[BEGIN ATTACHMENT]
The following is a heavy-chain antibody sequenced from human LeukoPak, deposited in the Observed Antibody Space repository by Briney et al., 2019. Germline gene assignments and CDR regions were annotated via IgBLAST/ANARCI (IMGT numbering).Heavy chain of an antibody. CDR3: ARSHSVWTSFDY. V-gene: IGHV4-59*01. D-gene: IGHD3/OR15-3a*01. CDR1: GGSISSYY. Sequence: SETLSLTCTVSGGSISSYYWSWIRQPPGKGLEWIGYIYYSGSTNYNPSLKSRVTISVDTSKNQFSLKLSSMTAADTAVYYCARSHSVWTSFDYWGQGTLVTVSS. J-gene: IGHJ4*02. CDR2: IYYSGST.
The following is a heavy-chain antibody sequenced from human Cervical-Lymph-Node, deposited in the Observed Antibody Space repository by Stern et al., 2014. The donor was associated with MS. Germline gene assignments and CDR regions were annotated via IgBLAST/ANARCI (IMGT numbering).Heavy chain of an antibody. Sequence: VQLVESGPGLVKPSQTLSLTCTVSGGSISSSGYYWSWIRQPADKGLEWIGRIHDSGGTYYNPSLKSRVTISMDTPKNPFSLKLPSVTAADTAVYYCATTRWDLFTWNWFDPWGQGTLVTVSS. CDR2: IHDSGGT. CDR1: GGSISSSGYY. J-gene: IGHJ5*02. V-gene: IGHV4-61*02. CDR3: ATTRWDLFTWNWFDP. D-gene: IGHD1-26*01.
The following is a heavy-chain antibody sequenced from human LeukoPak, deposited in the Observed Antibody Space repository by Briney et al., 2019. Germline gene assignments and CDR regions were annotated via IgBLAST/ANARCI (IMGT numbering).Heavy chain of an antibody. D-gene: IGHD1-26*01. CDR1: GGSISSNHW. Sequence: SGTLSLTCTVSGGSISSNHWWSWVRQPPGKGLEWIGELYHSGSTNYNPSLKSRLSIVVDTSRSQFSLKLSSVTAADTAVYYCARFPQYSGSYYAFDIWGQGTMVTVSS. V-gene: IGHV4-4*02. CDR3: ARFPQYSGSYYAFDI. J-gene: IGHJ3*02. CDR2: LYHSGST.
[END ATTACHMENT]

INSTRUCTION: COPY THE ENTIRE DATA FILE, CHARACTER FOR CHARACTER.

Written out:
The following is a heavy-chain antibody sequenced from human LeukoPak, deposited in the Observed Antibody Space repository by Briney et al., 2019. Germline gene assignments and CDR regions were annotated via IgBLAST/ANARCI (IMGT numbering).Heavy chain of an antibody. CDR3: ARSHSVWTSFDY. V-gene: IGHV4-59*01. D-gene: IGHD3/OR15-3a*01. CDR1: GGSISSYY. Sequence: SETLSLTCTVSGGSISSYYWSWIRQPPGKGLEWIGYIYYSGSTNYNPSLKSRVTISVDTSKNQFSLKLSSMTAADTAVYYCARSHSVWTSFDYWGQGTLVTVSS. J-gene: IGHJ4*02. CDR2: IYYSGST.
The following is a heavy-chain antibody sequenced from human Cervical-Lymph-Node, deposited in the Observed Antibody Space repository by Stern et al., 2014. The donor was associated with MS. Germline gene assignments and CDR regions were annotated via IgBLAST/ANARCI (IMGT numbering).Heavy chain of an antibody. Sequence: VQLVESGPGLVKPSQTLSLTCTVSGGSISSSGYYWSWIRQPADKGLEWIGRIHDSGGTYYNPSLKSRVTISMDTPKNPFSLKLPSVTAADTAVYYCATTRWDLFTWNWFDPWGQGTLVTVSS. CDR2: IHDSGGT. CDR1: GGSISSSGYY. J-gene: IGHJ5*02. V-gene: IGHV4-61*02. CDR3: ATTRWDLFTWNWFDP. D-gene: IGHD1-26*01.
The following is a heavy-chain antibody sequenced from human LeukoPak, deposited in the Observed Antibody Space repository by Briney et al., 2019. Germline gene assignments and CDR regions were annotated via IgBLAST/ANARCI (IMGT numbering).Heavy chain of an antibody. D-gene: IGHD1-26*01. CDR1: GGSISSNHW. Sequence: SGTLSLTCTVSGGSISSNHWWSWVRQPPGKGLEWIGELYHSGSTNYNPSLKSRLSIVVDTSRSQFSLKLSSVTAADTAVYYCARFPQYSGSYYAFDIWGQGTMVTVSS. V-gene: IGHV4-4*02. CDR3: ARFPQYSGSYYAFDI. J-gene: IGHJ3*02. CDR2: LYHSGST.